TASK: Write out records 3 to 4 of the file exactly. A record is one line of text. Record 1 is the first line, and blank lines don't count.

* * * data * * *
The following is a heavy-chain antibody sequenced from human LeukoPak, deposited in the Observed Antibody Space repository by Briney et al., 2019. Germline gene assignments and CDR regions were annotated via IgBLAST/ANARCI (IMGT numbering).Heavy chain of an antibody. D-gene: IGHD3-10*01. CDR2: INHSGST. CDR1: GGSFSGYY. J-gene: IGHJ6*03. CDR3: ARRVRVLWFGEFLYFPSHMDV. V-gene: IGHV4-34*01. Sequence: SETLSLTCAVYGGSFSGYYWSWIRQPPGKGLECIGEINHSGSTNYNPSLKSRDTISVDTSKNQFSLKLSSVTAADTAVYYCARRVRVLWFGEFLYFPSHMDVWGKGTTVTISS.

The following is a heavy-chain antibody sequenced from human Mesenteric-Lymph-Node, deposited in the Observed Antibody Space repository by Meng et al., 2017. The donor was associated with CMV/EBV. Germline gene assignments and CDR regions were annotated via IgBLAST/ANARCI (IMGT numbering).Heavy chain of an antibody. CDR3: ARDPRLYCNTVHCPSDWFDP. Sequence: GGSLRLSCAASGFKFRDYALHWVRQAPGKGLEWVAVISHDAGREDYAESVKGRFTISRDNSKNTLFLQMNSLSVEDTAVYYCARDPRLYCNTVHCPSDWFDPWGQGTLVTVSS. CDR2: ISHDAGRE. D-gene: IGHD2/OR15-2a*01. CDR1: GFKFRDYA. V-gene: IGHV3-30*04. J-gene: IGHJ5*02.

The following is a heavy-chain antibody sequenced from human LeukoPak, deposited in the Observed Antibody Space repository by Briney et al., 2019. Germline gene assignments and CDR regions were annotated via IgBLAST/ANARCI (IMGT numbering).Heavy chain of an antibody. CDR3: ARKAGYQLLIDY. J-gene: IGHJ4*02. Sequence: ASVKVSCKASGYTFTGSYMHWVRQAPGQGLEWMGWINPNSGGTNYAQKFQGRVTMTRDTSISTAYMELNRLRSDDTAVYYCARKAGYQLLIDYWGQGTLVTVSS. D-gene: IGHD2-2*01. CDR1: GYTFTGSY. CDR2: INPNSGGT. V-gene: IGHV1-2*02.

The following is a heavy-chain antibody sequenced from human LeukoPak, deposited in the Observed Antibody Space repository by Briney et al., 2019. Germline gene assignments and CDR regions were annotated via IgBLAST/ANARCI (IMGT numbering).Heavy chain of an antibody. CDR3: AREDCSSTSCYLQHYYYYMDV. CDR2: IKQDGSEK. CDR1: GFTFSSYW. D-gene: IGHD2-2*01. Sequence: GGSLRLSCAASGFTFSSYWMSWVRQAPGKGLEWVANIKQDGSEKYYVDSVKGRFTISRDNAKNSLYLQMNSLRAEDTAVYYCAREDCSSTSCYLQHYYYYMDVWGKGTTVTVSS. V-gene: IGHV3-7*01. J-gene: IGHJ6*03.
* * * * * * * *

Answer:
The following is a heavy-chain antibody sequenced from human LeukoPak, deposited in the Observed Antibody Space repository by Briney et al., 2019. Germline gene assignments and CDR regions were annotated via IgBLAST/ANARCI (IMGT numbering).Heavy chain of an antibody. CDR3: ARKAGYQLLIDY. J-gene: IGHJ4*02. Sequence: ASVKVSCKASGYTFTGSYMHWVRQAPGQGLEWMGWINPNSGGTNYAQKFQGRVTMTRDTSISTAYMELNRLRSDDTAVYYCARKAGYQLLIDYWGQGTLVTVSS. D-gene: IGHD2-2*01. CDR1: GYTFTGSY. CDR2: INPNSGGT. V-gene: IGHV1-2*02.

The following is a heavy-chain antibody sequenced from human LeukoPak, deposited in the Observed Antibody Space repository by Briney et al., 2019. Germline gene assignments and CDR regions were annotated via IgBLAST/ANARCI (IMGT numbering).Heavy chain of an antibody. CDR3: AREDCSSTSCYLQHYYYYMDV. CDR2: IKQDGSEK. CDR1: GFTFSSYW. D-gene: IGHD2-2*01. Sequence: GGSLRLSCAASGFTFSSYWMSWVRQAPGKGLEWVANIKQDGSEKYYVDSVKGRFTISRDNAKNSLYLQMNSLRAEDTAVYYCAREDCSSTSCYLQHYYYYMDVWGKGTTVTVSS. V-gene: IGHV3-7*01. J-gene: IGHJ6*03.